2. Kentaro Shimada & Zeba Khan & Suguru Mizunoya & Ayako Wakano, 2016. "An Update of the Returns to Education in Kenya: Accounting both endogeneity and sample selection biases," Discussion Papers in Economics and Business 16-18, Osaka University, Graduate School of Economics and Osaka School of International Public Policy (OSIPP).
    3. Xie, Shiqing & Mo, Taiping, 2014. "The impact of education on health in China," China Economic Review, Elsevier, vol. 29(C), pages 1-18.
    4. Chyi, Hau & Zhou, Bo, 2014. "The effects of tuition reforms on school enrollment in rural China," Economics of Education Review, Elsevier, vol. 38(C), pages 104-123.
    5. Wang, Jun & Yang, Juan & Li, Bo, 2017. "Pain of disasters: The educational cost of exogenous shocks evidence from Tangshan Earthquake in 1976," China Economic Review, Elsevier, vol. 46(C), pages 27-49.
    6. Chris SAKELLARIOU & Fang ZHENG, 2014. "Returns to Schooling for Urban Residents and Migrants in China: New IV Estimates and a Comprehensive Investigation," Economic Growth Centre Working Paper Series 1407, Nanyang Technological University, School of Social Sciences, Economic Growth Centre.
    7. Ren, Weiwei & Miller, Paul W., 2012. "Changes over time in the return to education in urban China: Conventional and ORU estimates," China Economic Review, Elsevier, vol. 23(1), pages 154-169.
    8. Vinod Mishra & Russell Smyth, 2012. "It Pays to Be Happy (If You are a Man): Subjective Wellbeing and the Gender Wage Gap in Urban China," Monash Economics Working Papers 51-12, Monash University, Department of Economics.
    9. Wenshu Gao & Russell Smyth, 2009. "Economic Returns to Speaking ‘Standard Mandarin’ Among Migrants in China’s Urban Labour Market," Monash Economics Working Papers 28-09, Monash University, Department of Economics.
    10. Chen, Guifu & Hamori, Shigeyuki, 2010. "Bivariate probit analysis of differences between male and female formal employment in urban China," Journal of Asian Economics, Elsevier, vol. 21(5), pages 494-501, October.
    11. Liu, Shenglong & Hu, Angang, 2013. "Demographic change and economic growth: Theory and evidence from China," Economic Modelling, Elsevier, vol. 35(C), pages 71-77.
    12. Mishra, Vinod & Smyth, Russell, 2015. "Estimating returns to schooling in urban China using conventional and heteroskedasticity-based instruments," Economic Modelling, Elsevier, vol. 47(C), pages 166-173.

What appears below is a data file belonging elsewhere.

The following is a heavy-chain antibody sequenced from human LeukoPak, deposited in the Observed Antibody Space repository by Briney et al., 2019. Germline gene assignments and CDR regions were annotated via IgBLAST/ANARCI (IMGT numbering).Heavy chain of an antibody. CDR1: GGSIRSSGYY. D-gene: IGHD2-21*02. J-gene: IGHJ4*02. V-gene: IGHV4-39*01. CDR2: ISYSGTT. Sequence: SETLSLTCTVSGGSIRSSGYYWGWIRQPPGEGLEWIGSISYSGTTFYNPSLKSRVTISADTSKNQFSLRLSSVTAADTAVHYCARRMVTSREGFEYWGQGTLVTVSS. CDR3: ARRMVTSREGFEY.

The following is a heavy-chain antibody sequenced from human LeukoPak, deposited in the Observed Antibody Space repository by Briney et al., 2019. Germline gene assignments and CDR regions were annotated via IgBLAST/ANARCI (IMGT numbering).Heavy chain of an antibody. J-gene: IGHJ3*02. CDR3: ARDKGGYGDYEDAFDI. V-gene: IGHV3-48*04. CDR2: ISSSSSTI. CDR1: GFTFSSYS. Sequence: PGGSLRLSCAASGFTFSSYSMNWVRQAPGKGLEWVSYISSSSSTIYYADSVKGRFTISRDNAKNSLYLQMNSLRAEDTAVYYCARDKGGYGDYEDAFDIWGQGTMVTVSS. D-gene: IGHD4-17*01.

13. Su, Biwei & Heshmati, Almas, 2011. "Development and Sources of Labor Productivity in Chinese Provinces," IZA Discussion Papers 6263, Institute for the Study of Labor (IZA).
    14. Guo, Qian & Sun, Wenkai, 2014. "Economic returns to English proficiency for college graduates in mainland China," China Economic Review, Elsevier, vol. 30(C), pages 290-300.
    15. Wang, Le, 2012. "Estimating Returns to Education when the IV Sample is Selective," IZA Discussion Papers 7103, Institute for the Study of Labor (IZA).
    16. Martin Carnoy & Prashant Loyalka & Gregory Androushchak & Anna Proudnikova, 2012. "The Economic Returns to Higher Education in the BRIC Countries and their Implications for Higher Education Expansion," HSE Working papers WP BRP 02/EDU/2012, National Research University Higher School of Economics.
    17. Juliet Elu & Gregory Price, 2013. "Does Ethnicity Matter for Access to Childhoodand Adolescent Health Capital in China? Evidence from the Wage-Height Relationship in the 2006 China Health and Nutrition Survey," The Review of Black Political Economy, Springer;National Economic Association, vol. 40(3), pages 315-339, September.
    18. Messinis, George, 2013. "Returns to education and urban-migrant wage differentials in China: IV quantile treatment effects," China Economic Review, Elsevier, vol. 26(C), pages 39-55.
    19. Beatriz Muriel Hernández, 2016. "An Analysis of Firm Characteristics as Earnings Determinants: The Urban Bolivia Case," Development Research Working Paper Series 04/2016, Institute for Advanced Development Studies.
    20. Zhong, Hai, 2011. "Returns to higher education in China: What is the role of college quality?," China Economic Review, Elsevier, vol. 22(2), pages 260-275, June.
    21. Tom Coupe & Hanna Vakhitova, 2011. "Recent Dynamics of Returns to Education in Transition Countries," Discussion Papers 39, Kyiv School of Economics.
    22. Hu, Feng, 2015. "Return to Education for China’s Return Migrant Entrepreneurs," World Development, Elsevier, vol. 72(C), pages 296-307.
    23. Wang, Le, 2012. "Economic transition and college premium in urban China," China Economic Review, Elsevier, vol. 23(2), pages 238-252.
    24. Mishra, Vinod & Smyth, Russell, 2013. "Economic returns to schooling for China's Korean minority," Journal of Asian Economics, Elsevier, vol. 24(C), pages 89-102.